When the COVID‑19 pandemic forced businesses around the world to temporarily pause much of their operations and send staff to safely work from home, Unifai Solutions Inc. saw 70% of the projects in its sales cycle put on hold.
At the same time the lockdown offered enormous opportunity for the Kitchener, Ont., information technology company, which helps organizations like banks and insurance companies update their legacy systems and become more nimble in the digital era.
But how to sell its products and services in the midst of the coronavirus crisis?
Rad Dockery, Unifai’s co‑owner and chief technology officer, sports a traditional batik shirt worn in business in Indonesia on a past trip there.
“I made it personal,” says Rad Dockery, Unifai Solutions Inc.’s co‑owner and chief technology officer (CTO).
When the pandemic hit in March, the company had already been conducting lengthy negotiations—with the assistance of the Canadian Trade Commissioner Service (TCS)—to modernize the framework of PT Bank Mandiri, Indonesia’s largest bank. In a discussion in April with the bank’s CTO, Dockery pointed out that the project is vital to allowing customers to better use digital banking services.
“This is more critical than ever in a COVID‑19 world,” he stressed.
“People need fast and secure access to their money. It hit the CTO hard.”
The pivot worked. In May, Unifai won a major contract with Mandiri that “will transform how it does business,” says Dockery, who credits the TCS for a large part of the company’s success.
“We view the TCS as a vital partner toward our growth,” he says.
When he co‑founded Unifai three years ago, Dockery got in touch with the TCS first in Singapore and then in Indonesia. Trade commissioner Paramita Nugraeni in Jakarta provided everything from cultural advice (he now wears a traditional batik shirt to meetings rather than a business suit) to tips on growing the business there.
“Her insight and responsiveness gave valuable insights that we would not have obtained anywhere else,” he says.
Nugraeni, who covers the information and communications technology (ICT) sector as well as life sciences and consumer products, counselled Unifai and its local partner company, PT Anabatic Technologies, to develop a concise proposal for Mandiri. She also advised the company on its pricing and provided an introduction to the bank’s senior executive team.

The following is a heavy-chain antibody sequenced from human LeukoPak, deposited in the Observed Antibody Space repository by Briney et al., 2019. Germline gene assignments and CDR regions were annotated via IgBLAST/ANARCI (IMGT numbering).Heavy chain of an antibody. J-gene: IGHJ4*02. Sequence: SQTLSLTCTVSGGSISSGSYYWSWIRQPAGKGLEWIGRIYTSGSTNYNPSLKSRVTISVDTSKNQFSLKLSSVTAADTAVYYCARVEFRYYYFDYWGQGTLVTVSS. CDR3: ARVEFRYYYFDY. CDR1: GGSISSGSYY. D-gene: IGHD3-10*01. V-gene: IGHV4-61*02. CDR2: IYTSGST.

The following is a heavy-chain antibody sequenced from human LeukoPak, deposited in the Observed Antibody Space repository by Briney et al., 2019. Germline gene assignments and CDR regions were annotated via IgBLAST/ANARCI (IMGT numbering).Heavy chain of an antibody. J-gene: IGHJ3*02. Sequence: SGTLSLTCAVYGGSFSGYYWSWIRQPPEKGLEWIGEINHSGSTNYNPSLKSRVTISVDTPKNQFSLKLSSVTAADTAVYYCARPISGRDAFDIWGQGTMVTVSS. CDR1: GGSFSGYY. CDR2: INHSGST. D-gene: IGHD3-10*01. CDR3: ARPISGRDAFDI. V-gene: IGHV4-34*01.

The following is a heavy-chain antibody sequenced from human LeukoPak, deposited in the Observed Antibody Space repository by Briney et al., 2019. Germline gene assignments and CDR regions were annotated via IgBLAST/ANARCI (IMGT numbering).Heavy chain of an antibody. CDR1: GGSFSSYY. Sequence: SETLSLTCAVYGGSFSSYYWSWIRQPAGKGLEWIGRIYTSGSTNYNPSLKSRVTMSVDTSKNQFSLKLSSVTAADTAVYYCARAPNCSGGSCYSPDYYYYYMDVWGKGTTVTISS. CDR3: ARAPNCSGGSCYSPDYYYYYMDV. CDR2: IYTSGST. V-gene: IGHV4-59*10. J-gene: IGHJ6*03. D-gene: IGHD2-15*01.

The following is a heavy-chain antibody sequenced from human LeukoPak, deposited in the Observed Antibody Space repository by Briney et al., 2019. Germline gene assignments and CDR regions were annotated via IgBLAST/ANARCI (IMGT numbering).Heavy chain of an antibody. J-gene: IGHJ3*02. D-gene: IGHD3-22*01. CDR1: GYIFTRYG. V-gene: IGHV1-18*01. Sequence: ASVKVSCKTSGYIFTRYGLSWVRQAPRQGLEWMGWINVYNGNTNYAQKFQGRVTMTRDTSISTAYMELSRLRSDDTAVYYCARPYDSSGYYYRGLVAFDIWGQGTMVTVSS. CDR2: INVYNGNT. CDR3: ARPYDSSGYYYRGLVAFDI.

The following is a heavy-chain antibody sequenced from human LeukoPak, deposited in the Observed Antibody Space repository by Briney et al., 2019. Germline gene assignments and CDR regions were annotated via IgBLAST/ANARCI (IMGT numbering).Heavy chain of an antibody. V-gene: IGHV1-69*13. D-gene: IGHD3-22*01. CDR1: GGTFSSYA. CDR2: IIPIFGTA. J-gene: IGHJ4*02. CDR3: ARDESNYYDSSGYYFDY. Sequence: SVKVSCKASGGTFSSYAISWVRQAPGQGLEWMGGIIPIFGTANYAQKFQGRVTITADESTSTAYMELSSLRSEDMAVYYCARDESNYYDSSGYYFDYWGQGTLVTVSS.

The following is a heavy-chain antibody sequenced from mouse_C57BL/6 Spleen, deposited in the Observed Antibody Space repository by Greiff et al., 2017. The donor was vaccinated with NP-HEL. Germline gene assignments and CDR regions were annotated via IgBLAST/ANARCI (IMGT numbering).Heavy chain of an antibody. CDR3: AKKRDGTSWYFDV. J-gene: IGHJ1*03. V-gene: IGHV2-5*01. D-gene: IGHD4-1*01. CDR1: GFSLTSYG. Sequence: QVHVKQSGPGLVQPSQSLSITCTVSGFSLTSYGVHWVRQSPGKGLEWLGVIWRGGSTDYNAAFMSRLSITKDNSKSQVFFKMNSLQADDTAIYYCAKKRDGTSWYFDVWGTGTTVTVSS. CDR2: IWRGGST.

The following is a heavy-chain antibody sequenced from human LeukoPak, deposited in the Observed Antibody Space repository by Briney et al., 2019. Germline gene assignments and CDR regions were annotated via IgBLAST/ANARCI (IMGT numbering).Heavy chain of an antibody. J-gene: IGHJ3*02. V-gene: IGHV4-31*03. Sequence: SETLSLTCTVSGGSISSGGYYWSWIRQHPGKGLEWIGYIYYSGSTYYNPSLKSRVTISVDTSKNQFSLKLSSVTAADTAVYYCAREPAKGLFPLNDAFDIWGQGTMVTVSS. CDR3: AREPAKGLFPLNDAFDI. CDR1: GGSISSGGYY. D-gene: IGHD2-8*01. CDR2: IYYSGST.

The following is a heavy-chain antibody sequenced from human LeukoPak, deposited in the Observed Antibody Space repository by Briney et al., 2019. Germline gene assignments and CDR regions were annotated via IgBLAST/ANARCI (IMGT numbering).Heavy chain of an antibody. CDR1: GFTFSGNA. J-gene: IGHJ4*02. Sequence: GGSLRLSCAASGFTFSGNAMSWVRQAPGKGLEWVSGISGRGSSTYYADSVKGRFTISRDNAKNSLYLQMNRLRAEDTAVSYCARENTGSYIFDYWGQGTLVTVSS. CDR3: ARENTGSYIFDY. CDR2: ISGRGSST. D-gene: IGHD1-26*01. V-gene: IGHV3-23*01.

Unifai’s new contract with Mandiri will likely lead to more deals in the country and region, Nugraeni says.
“It now has a good example of its technology being used by one of the most prominent companies in Indonesia.”
This was a true team effort. Guy Bélanger, a trade commissioner in Singapore, provided useful details about how to engage partners and build relationships in the region. The TCS in Atlanta arranged for Dockery to speak at the FinTech South conference there in 2019, which helped the company build a business case for Mandiri and other potential clients. Unifai also received funds from CanExport SMEs, a TCS program, to support its international marketing efforts in Indonesia and Atlanta.
Today, Unifai has 15 full‑time staff and operations in eight countries. Dockery says three banks in Indonesia and another in Singapore recently contacted the company to discuss its solutions. It’s also heard from companies in Nigeria looking to upgrade their core technology to create robust remote work management systems, which is critical in the social‑distancing era of COVID‑19 and beyond, he says.
“There’s a lot of potential new business on the table.”
The technology has practical applications for businesses, helping them to pivot and be more effective in the context of the pandemic, and brings better work‑life balance for employees, which has intrinsic societal implications.
The fact that this impressive technology is a Made‑in‑Canada solution is noted by potential customers, who trust the country’s capabilities, Dockery says. Mandiri in Indonesia tested Unifai’s solution with a load of 2,000 mobile banking transactions per second, amounting to 63 billion transactions a year, while the Interac Network in Canada completed just 371 million transactions in 2018, he points out.
As a Black Canadian, he’s proud of his company’s success internationally and at home.
“Diversity and business can mix,” he says.
Dockery advises companies like his to contact the TCS in order to refine their pitches and value propositions, and says it’s critical to put together teams that have a good balance of knowledge and skills.
COVID‑19 presents challenges for Unifai, such as
“not being able to hop on a plane and meet with someone,” says Dockery.
“That’s where partners on the ground are so important and the TCS is critical,” he comments.
Trade Commissioner Nugraeni agrees that Canadian businesses need to be persistent in making connections, especially during this time of uncertainty.
“My key advice as we move forward,” she says,
“is to monitor the developments in the market and invest time in keeping in contact with potential customers.” And in this, the TCS can be a Canadian company’s most valuable partner.